Konrad Wiszniewski / Euan Stevenson – New Focus – Whirlwind Recordings

 

Short Cuts New Releases

 

Ariya Astrobeat Arkestra – Towards – Other Worlds

Ronl Ben-Hur / Santi Debriano – Our Thing – Motema

The Jasper Blom Quartet – Gravity – Mainland Records

Paul Edis Sextet – There Will Be Time – JazzAction

Ensemble 5 – Solstice – Leo

Ray Gelato & The Giants – Wonderful – Double Scoop

Ivar Grudeland – Bathymetric Modes – Hubro

 Ben Holmes Quartet – Anvil of the Lord – Skril Records

European Union Quartet – The Dark Peak – OAP Records

Daniel Humair ­– Sweet & Sour – Laborie

Jon Irabgon – Outright! Unhinged! ­ Irabbagast

John Lester Quartet – Jazz? – Ambit Jazz

Todd Marcus – Inheritance – Hipnotic Records

Simon Nabatov – Spinning Songs of Herbie Nichols – Leo

Old Time Musketry – Different Times – Steeplechase

Paisean – Paisean – ASC

Joe Pisto – London Vibes – Emarcy

Odean Pope – London Vibes – Emarcy

Jason Robinson ­– Tiresian Symetry – Cunelform

Jackie Ryan – Listen Here – OpenArt

 George Schuller’s Circle Wide – Listen Both Ways – Playscape

Baptiste Trotignon – Song Song Song – Naïve

  REISSUES // ARCHIVE

 George Adams – Complete Remastered Albums on Black Saint and Soul Note – CAMJAZZ

 Art Blakey & The Jazz Messengers – The Complete Concert at Club Saint Germain – Master Jazz Revived

John Dankworth – What The Dickens! / Off Duty – Vocalion

Miles Davis  –Workin’ / The Musings Of Miles – MasterJazz Records

Miles Davis – Cookin’ / Relaxin’ – MasterJazz Records

Miles Davis – Kind Of Blue – MasterJazz Records

Miles Davis – Original Album Series – Warner Bros

Dave Douglas – The Complete Remastered Recording On Black Saint & Soul Note – Black Saint & Soul

Bill Evans – Momentum – Limetree

Bill Evans – New Jazz Conceptions – MasterJazz Recording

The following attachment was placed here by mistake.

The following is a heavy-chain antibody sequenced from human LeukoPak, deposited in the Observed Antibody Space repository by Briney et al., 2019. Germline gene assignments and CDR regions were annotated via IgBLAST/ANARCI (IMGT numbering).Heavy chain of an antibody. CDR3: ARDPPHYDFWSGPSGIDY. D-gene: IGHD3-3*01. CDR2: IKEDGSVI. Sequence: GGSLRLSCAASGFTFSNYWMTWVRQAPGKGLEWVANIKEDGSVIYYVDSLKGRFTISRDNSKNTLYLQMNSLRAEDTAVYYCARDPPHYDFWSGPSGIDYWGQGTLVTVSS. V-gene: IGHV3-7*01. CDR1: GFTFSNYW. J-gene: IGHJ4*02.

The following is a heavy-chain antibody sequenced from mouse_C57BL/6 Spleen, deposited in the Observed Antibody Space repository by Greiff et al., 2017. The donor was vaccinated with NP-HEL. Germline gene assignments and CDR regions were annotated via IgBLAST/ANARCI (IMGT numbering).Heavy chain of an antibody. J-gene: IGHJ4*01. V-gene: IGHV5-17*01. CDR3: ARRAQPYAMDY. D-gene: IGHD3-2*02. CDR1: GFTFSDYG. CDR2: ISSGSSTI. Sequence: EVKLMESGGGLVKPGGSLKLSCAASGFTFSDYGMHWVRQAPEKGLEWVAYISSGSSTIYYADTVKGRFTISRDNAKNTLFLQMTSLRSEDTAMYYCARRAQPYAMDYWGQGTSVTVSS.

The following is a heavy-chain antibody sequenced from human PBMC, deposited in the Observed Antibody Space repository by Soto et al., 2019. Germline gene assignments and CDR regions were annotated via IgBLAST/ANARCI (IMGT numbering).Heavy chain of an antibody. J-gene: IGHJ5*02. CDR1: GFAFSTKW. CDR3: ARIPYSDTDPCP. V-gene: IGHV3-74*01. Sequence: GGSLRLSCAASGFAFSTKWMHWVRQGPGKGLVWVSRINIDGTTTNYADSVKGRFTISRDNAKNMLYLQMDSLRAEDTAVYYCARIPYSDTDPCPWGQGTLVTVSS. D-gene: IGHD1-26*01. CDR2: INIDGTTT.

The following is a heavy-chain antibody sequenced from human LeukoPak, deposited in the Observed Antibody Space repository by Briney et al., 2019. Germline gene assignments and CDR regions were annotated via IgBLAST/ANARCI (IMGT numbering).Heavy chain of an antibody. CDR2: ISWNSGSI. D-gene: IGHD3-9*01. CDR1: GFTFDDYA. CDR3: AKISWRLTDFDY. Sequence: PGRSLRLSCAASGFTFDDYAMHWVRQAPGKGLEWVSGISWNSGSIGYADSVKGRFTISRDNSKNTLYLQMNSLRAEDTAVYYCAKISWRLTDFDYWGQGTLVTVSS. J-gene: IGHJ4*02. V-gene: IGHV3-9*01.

Bill Evans – The Quintessence – Fremeaux

Johnny Griffin – The Little Giant / Change Of Pace – Fresh Sounds

Lonnie Liston Smith – Cosmic Funk & Spiritual Sounds – BGP

Gene Krupa – Five Classic Albums – Avid

Modern Jazz Quartet – Original Album Series Pyramid/Third Stream Music/The Modern Jazz Quartet & Orchestra/ Lonely Woman/ The Sheriff – Atlantic

Charles Rouse – Two Is One – Strata East

Paul Motian – On Broadway – Winter & White

Alan Skidmore – TCB – Vocalion

John Stubblefield – Predude – Storyville

John Tchicai And Strange Brothers – John Tchicai And Strange Brothers – xxxxxxxx

John Tchicai And Strange Brothers – Put Up The Fight – Storyville

Frank Zappa – Zappa In New York / Joe’s garage / Shut Up ‘n Play Your Guitar / Francesco Zappa / Frank Zappa Meets The Mothers Of Prevention / Does Humor Belong In Music? / Jazz From Hell / Guitar / Broadway The Hard Way / The Best Band You Never Heard / Make A Jazz Noise Here / You Can’t Do That On Stage Anymore, Vol. 1 – 6 – Rec. 1976 – 1988

Short Cuts Reissues

Gene Ammons / Sonny Stitt – Boss Tenors / Dig Him – American Jazz Classics

Luis Bonfa – Introspection / The New Face of Bonfa – Cherry Red /El

Patti Brown – Plays Big Piano – Fresh Sound

Serge Chaloff – Blue Serge / Boston Blow Up – Essential Jazz Classics

Joyce Collins – Girl Here Plays Mean Piano – Fresh Sound

Stanton Davis’s Ghetto Mysticism – Brighter Days – Culture Of Souls

Duke Ellington – The Private Collection – Music Club Deluxe

Ethel Ennis – The Complete 1955-58 – Chant Du Monde

Quincy Jones – This is How I Feel About Jazz / Great Wide World Of… – Poll Winners

Barbara Long – Soul: The Voice of Barbara Long – Fresh Sound

Marilyn Moore – Moody / Oh Captain – Fresh Sound

Flip Phillips – Four Classic Albums – Avid

Josephine Premice – Sings Calypso / Caribe – Blue Moon

Buddy Rich – Time Out – Lightyear

Nina Simone – Collector – Universal / Milan

Nina Simone – The Complete 1960-61 – Chant du Monde

Laura Jurd – Landing Ground ★★★★

Chaos Collective CC001
Laura Jurd (t), Elliot Galvin (p), Conor Chaplin (b), Corrie Dick (perc), Mandhira De Saram (vln), Patrick Dawkins (vln), Richard Jones (vla), and Ben Davis (clo). Rec. May 2012